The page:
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206                          LETTERS   FROM   THE

together), she cannot come at the same time, so
I content myself with Monsieur, who is very
merry and facetious. The girls are both amiable,
particularly Eugenie, who is full of sense and ac-
complishments. She, as well as her sister, plays
admirably upon the violin and sings well. We
had yesterday what I am sure you never heard,
a quartetto by four ladies on the violin and alto,
and a middling violoncello—very well performed.
A Mademoiselle de Mortagne plays charmingly on
the harp.

The ci-devants look rather askew at De Maulde,
because he was employed by the Convention.
There is plenty of company and great names,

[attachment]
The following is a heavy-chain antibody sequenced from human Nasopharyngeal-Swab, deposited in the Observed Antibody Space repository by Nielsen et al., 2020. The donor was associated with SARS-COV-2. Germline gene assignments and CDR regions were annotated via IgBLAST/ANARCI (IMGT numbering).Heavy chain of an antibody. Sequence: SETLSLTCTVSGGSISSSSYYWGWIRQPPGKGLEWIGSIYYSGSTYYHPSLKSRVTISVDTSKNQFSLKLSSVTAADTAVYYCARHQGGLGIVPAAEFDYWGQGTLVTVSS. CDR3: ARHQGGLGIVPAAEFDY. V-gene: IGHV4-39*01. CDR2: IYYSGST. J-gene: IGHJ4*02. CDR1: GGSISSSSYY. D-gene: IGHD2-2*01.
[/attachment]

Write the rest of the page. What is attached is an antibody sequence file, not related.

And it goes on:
however reduced in their circumstances; but we
walk out a great deal, and mix but little in the
society, which, in this small town, is very much
made up of commerage. Madame de Pradelles is
an exception, but she leaves us in a few days, as
she is going into the country for the summer.

Some fine seasonable rains have brought out
spring very fast, and the oaks are beginning to
shoot. The low gardens from the palace to the
Seine are full of nightingales. I have under my
eye, from the window where I am writing, a
circle of rocks and wood of various tints, and
nearer to me numerous gardens en berceaux et